As a Casey Anthony hearing broke for lunch Wednesday, Chief Judge Belvin Perry walked across his courtroom and up to a podium facing not the witness stand or the bench, but television cameras.

In minutes, Perry went from assessing arcane testimony about human decomposition to discussing statewide court finances to providing the press with measured answers about a fiscal crisis averted — his mind shifting, one gear to the next, like a high-performance clutch.

How does one man juggle the demands of a nationally observed murder case with a court budget crisis and a year of personal loss?

"Put it this way: I virtually have no life," Perry said. "Between this, between going to Tallahassee and my administrative responsibilities in running the third largest circuit in the state of Florida, I stay pretty busy."

When they wrote the job description for Chief Judge of the Ninth Judicial Circuit, Belvin Perry Jr. couldn't have anticipated all this:

The loss of two dear colleagues within a 15-month span. A leadership role with the Florida Innocence Commission. A seat on the state Trial Court Budget Commission trying to preserve court funding. An onslaught by courthouse activists looking to undermine one of his administrative orders.

Those are just some issues Perry deals with when he's not hearing the Casey Anthony murder case. Next month, when that trial begins, everyone will see how Perry presides over the high-profile case in an era of information and immediacy.

What they won't see is a man who rattles easily.

Same rules for everyone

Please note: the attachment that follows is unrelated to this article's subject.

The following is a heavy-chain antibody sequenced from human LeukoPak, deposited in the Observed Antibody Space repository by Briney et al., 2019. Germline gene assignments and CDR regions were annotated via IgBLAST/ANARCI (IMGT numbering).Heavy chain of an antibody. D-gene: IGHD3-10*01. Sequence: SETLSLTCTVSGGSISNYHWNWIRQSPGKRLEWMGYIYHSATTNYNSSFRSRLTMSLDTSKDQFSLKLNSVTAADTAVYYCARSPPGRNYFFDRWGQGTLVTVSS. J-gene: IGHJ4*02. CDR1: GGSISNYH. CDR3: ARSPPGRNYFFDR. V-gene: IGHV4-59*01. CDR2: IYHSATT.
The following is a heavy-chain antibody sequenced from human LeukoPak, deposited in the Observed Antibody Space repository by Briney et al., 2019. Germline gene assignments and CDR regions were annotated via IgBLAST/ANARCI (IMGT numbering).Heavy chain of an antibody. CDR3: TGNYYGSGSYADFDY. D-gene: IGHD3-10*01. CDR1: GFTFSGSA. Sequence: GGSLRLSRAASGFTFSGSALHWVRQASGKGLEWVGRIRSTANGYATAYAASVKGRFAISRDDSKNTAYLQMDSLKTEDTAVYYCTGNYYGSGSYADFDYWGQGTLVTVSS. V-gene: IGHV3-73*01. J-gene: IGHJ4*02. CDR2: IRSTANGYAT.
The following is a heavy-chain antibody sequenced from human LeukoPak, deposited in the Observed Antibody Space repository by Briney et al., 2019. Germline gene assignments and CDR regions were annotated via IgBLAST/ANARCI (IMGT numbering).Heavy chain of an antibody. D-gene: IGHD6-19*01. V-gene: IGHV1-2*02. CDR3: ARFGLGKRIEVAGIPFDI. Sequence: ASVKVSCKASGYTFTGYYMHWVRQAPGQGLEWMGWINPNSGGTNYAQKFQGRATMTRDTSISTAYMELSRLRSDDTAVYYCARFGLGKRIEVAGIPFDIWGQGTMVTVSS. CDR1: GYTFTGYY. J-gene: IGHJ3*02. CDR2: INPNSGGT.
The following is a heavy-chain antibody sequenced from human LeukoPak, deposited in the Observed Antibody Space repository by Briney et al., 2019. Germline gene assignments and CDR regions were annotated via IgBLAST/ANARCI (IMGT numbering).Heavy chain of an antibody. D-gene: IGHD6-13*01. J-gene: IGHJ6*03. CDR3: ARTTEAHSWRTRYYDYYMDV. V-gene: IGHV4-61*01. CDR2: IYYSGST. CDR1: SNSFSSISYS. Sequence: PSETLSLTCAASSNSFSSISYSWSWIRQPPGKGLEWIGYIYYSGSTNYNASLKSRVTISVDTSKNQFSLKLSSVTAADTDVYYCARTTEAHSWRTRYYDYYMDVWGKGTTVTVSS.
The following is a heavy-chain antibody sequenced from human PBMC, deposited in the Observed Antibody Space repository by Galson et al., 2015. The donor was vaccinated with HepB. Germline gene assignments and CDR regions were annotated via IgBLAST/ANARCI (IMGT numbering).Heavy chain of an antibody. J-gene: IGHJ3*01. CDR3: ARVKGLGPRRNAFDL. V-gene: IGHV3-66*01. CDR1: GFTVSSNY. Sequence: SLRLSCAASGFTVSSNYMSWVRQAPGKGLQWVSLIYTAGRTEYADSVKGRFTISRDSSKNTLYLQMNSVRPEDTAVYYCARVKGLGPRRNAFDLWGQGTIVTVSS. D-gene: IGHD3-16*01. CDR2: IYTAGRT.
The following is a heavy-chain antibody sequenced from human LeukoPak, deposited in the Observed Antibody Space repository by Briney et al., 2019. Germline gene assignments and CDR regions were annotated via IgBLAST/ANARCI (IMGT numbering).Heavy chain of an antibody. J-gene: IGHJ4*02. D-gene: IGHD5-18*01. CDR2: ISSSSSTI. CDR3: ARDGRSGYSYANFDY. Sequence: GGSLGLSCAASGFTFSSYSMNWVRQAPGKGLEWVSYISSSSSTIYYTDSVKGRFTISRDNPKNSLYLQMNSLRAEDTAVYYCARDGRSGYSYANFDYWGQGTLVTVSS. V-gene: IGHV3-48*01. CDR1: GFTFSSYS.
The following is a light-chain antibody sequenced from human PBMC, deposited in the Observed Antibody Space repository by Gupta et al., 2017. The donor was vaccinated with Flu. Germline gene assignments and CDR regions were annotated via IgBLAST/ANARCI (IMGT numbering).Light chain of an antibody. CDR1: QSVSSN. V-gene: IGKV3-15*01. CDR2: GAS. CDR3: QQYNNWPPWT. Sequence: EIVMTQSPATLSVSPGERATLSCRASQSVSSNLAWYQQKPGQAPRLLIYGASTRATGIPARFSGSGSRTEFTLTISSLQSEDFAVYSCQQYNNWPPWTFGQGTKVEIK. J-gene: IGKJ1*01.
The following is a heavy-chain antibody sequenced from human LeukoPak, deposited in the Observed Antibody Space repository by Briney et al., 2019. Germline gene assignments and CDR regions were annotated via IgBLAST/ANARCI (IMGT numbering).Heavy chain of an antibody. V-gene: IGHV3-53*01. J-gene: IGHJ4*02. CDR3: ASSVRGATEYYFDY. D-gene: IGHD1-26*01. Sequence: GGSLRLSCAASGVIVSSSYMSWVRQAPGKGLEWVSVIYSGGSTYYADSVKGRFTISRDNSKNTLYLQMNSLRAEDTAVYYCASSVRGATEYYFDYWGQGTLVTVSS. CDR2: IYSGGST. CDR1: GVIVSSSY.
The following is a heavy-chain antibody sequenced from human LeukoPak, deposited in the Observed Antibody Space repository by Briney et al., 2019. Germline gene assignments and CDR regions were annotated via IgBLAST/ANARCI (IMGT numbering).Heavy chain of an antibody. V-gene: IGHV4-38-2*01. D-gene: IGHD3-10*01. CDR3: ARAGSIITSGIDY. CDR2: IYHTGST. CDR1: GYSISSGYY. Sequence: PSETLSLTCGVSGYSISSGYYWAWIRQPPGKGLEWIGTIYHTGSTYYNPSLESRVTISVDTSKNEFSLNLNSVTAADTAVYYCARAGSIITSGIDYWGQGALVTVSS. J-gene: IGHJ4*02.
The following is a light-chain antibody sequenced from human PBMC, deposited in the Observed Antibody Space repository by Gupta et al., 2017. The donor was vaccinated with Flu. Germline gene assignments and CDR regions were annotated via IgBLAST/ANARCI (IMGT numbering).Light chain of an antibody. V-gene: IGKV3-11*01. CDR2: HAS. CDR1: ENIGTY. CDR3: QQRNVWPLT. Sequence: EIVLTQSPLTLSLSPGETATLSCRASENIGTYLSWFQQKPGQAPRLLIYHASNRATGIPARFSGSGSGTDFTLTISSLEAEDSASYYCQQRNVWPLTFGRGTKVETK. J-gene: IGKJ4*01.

Last month, when Anthony's defense team filed a motion accusing him of bias in a ruling, Perry showed no outward anger or resentment. The next day he addressed the motion — denying the request for a rehearing and ignoring the bias claim.

Perry cannot talk about the Anthony case now, but during an interview last week, he expounded on his life, his work ethic and his personal code as a jurist.

"As a lawyer, the only thing I ever wanted was a judge that was consistent, that followed the law and that made everyone play by the same rules," he said. "That has always been my philosophy."

Perry is known to be tough but fair and a stickler for details, legal procedure and timeliness. Some of this may be attributed to the demands of his parents.

"From washing dishes to doing household chores, everybody had things to do, and it was inspected," he said. "And if it did not meet the standards of my mom and dad, you had to do it over and over until it was nearly perfect."

Ask William J. Sheaffer, the prominent criminal defense attorney and local television analyst in the Anthony case, if Perry can handle so many jobs and the pressure inherent in a case like this. His answer is unequivocal: "Absolutely."

"Everything that's happened before in Judge Perry's career and personal life has led to the handling of this case," Sheaffer said. "Nothing's killed him yet and it has made him … a lot stronger."

From segregation to the bench

Belvin Perry's story arc is well documented. His father, Belvin Perry Sr., was one of Orlando's first black police officers, joining the force in 1951.

Perry graduated from Jones High School, where his sister is now the principal.